Reviews for Somebody Loves You, Mr. Hatch


Kirkus Reviews 1991 December
Colorless Mr. Hatch--who works in a shoelace factory and eats a cheese and mustard sandwich for lunch every day with, just occasionally, a prune--is jarred from his reserve by receiving a huge Valentine box of candy with a card that says only, ``Somebody loves you.'' Amazed, he samples it, shares it at work and, buoyed by his friendly reception, sympathetically helps several people out on the way home (e.g., he watches the newspaper stall so that its proprietor can take his cold to the doctor). He's soon baking brownies, hosting a neighborhood picnic, and reading to the local kids. Then the postman arrives with the news that the candy was delivered to the wrong address, putting poor Mr. Hatch into a funk; but his devoted new friends rally round to bring him back into their cheerful society. Told with warmth and a light touch, the story easily transcends its predictability. It's much enhanced by Yalowitz's mellow color- pencil illustrations. His unique elongated characters with their extra-tall heads are at once animated and serene; the smooth clarity of his scenes is enlivened with many amusing details. A charming book with a real plot, its amiable tone beautifully complemented by the intriguing illustrations. (Picture book. 4-8) # Copyright 1999 Kirkus Reviews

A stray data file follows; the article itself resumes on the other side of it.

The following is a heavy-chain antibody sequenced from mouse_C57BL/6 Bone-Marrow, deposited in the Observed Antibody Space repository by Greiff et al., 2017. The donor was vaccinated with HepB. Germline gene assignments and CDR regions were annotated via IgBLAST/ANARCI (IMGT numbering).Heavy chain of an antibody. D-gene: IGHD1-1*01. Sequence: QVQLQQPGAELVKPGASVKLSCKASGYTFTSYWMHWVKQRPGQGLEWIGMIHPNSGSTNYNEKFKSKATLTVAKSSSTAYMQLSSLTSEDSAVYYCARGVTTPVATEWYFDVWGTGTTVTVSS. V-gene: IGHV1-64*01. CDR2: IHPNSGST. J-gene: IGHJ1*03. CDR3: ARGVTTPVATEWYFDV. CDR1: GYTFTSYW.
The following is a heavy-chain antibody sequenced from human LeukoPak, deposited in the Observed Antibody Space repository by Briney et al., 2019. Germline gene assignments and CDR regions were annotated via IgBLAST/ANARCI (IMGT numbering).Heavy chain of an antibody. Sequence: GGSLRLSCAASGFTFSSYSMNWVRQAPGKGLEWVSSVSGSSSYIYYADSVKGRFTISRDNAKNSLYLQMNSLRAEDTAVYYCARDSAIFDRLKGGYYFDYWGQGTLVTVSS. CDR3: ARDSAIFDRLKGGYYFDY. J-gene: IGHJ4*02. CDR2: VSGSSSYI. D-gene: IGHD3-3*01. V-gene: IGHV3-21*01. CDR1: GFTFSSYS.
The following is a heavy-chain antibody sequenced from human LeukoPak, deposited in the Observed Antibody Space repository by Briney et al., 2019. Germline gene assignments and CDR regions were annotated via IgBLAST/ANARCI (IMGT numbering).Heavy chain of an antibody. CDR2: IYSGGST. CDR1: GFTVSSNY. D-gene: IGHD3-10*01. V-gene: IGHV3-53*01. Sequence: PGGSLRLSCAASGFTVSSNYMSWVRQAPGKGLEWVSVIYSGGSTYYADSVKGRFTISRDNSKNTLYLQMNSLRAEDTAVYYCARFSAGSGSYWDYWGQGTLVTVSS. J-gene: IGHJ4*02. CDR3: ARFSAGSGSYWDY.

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Publishers Weekly Reviews 1991 November #4
This warmhearted tale examines the effect that love and tender regard can have on a lackluster existence. Mr. Hatch is a drab, predictable gentleman who leads a painfully ordered and uninteresting life, his dreary routine at the shoelace factory barely broken by the same joyless lunch day after day. One Valentine's Day a giant candy-filled heart is delivered to Mr. Hatch with a note that reads, ``Somebody loves you.'' Just the thought of someone taking an interest in him completely changes the way Mr. Hatch interacts with his neighbors and co-workers. The newly adorable gentleman becomes so much a part of people's lives that when it is disclosed that the heart was delivered by mistake, his friends and neighbors rally around him in a loving demonstration. With its carefully measured pace, Spinelli's gentle prose is perfectly married to Yalowitz's ( Some of My Best Friends Are Monsters ; The Spooky Eerie Night Noise ) contemporary-style colored pencil illustrations, rendered with skill and sensitivity. Even the palette here changes with the story's mood, from dull grays and tans to cheery pinks, oranges and blues. Ages 4-7. (Jan.) Copyright 1991 Cahners Business Information.

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